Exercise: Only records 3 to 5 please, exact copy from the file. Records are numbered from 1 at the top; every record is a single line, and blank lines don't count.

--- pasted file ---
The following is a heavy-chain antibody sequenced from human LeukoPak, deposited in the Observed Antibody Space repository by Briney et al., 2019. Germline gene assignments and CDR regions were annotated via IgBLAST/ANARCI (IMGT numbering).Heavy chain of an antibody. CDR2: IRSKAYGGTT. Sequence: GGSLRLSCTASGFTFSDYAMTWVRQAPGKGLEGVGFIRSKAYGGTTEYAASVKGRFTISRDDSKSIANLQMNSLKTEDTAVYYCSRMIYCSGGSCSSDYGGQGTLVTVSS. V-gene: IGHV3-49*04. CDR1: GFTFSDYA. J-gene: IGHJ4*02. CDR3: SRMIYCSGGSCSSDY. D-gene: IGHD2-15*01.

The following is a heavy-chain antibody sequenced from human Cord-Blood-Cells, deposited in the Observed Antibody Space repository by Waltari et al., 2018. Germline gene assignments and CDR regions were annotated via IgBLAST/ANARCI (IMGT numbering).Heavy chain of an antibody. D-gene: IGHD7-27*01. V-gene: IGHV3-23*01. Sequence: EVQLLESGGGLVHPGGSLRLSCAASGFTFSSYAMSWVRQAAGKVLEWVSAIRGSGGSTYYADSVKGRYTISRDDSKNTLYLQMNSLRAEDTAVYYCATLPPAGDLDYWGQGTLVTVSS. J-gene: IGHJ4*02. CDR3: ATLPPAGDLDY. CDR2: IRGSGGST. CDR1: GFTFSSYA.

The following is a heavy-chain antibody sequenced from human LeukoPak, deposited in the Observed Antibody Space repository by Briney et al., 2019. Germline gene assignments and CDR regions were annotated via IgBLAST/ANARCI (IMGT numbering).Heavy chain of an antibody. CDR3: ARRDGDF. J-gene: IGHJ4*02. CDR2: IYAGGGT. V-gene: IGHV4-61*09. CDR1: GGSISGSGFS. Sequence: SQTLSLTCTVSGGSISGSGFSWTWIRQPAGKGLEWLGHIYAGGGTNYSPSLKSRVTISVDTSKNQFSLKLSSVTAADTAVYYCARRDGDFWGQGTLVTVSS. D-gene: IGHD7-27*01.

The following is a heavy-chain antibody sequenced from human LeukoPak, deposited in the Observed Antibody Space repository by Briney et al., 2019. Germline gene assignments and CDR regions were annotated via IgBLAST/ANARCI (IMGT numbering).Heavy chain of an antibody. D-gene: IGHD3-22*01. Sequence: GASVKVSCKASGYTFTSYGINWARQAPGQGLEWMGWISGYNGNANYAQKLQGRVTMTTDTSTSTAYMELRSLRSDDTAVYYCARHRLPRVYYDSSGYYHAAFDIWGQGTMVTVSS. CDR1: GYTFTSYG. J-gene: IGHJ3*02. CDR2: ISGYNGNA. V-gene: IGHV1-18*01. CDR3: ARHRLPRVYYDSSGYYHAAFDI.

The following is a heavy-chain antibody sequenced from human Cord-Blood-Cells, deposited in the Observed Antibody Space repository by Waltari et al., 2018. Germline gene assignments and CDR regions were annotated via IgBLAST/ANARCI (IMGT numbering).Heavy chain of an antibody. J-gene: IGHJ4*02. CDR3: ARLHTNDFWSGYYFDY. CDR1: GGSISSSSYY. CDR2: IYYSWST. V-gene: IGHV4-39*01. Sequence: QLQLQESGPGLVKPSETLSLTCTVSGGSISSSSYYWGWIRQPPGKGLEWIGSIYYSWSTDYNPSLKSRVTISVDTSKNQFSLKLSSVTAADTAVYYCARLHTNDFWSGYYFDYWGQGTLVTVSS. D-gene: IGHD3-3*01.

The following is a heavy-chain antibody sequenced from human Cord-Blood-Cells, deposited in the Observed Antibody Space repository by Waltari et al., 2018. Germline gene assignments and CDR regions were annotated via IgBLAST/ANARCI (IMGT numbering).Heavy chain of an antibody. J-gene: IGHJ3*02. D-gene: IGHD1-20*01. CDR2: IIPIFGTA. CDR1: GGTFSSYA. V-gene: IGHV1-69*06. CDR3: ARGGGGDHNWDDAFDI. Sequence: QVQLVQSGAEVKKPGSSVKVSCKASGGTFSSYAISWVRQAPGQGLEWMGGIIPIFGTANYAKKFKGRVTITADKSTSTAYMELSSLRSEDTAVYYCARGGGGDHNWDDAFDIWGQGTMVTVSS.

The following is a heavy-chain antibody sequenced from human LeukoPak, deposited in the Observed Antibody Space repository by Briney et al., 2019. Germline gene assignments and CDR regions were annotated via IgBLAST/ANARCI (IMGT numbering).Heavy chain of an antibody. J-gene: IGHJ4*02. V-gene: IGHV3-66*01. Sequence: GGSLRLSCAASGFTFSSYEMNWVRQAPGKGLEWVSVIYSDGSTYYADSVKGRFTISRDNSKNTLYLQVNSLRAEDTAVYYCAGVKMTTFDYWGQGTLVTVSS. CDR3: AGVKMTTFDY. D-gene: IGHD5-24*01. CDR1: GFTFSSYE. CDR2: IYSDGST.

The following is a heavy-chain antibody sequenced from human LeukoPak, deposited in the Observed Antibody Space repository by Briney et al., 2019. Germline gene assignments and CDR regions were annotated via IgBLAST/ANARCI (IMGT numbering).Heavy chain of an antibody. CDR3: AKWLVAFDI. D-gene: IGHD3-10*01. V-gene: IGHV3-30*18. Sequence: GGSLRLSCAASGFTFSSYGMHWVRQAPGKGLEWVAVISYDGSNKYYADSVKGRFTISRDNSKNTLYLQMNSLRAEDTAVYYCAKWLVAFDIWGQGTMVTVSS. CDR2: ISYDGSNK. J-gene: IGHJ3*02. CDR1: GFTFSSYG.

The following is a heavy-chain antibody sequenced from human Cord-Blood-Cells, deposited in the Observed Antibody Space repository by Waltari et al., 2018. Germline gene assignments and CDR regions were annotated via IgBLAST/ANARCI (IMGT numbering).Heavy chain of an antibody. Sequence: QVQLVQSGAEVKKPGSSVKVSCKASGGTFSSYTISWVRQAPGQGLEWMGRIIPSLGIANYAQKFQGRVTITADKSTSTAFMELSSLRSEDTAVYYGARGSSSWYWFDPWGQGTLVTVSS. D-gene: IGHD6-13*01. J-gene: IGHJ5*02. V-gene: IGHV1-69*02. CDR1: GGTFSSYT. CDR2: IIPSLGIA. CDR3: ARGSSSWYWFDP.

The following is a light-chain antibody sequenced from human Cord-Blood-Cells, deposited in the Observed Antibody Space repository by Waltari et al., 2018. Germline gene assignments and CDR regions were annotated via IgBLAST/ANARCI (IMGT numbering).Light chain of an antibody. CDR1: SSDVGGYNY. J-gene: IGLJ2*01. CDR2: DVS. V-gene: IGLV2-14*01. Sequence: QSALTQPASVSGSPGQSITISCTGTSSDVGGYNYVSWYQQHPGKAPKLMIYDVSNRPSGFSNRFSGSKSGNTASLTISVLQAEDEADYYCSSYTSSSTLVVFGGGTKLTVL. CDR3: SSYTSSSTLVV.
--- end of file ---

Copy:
The following is a heavy-chain antibody sequenced from human LeukoPak, deposited in the Observed Antibody Space repository by Briney et al., 2019. Germline gene assignments and CDR regions were annotated via IgBLAST/ANARCI (IMGT numbering).Heavy chain of an antibody. CDR3: ARRDGDF. J-gene: IGHJ4*02. CDR2: IYAGGGT. V-gene: IGHV4-61*09. CDR1: GGSISGSGFS. Sequence: SQTLSLTCTVSGGSISGSGFSWTWIRQPAGKGLEWLGHIYAGGGTNYSPSLKSRVTISVDTSKNQFSLKLSSVTAADTAVYYCARRDGDFWGQGTLVTVSS. D-gene: IGHD7-27*01.

The following is a heavy-chain antibody sequenced from human LeukoPak, deposited in the Observed Antibody Space repository by Briney et al., 2019. Germline gene assignments and CDR regions were annotated via IgBLAST/ANARCI (IMGT numbering).Heavy chain of an antibody. D-gene: IGHD3-22*01. Sequence: GASVKVSCKASGYTFTSYGINWARQAPGQGLEWMGWISGYNGNANYAQKLQGRVTMTTDTSTSTAYMELRSLRSDDTAVYYCARHRLPRVYYDSSGYYHAAFDIWGQGTMVTVSS. CDR1: GYTFTSYG. J-gene: IGHJ3*02. CDR2: ISGYNGNA. V-gene: IGHV1-18*01. CDR3: ARHRLPRVYYDSSGYYHAAFDI.

The following is a heavy-chain antibody sequenced from human Cord-Blood-Cells, deposited in the Observed Antibody Space repository by Waltari et al., 2018. Germline gene assignments and CDR regions were annotated via IgBLAST/ANARCI (IMGT numbering).Heavy chain of an antibody. J-gene: IGHJ4*02. CDR3: ARLHTNDFWSGYYFDY. CDR1: GGSISSSSYY. CDR2: IYYSWST. V-gene: IGHV4-39*01. Sequence: QLQLQESGPGLVKPSETLSLTCTVSGGSISSSSYYWGWIRQPPGKGLEWIGSIYYSWSTDYNPSLKSRVTISVDTSKNQFSLKLSSVTAADTAVYYCARLHTNDFWSGYYFDYWGQGTLVTVSS. D-gene: IGHD3-3*01.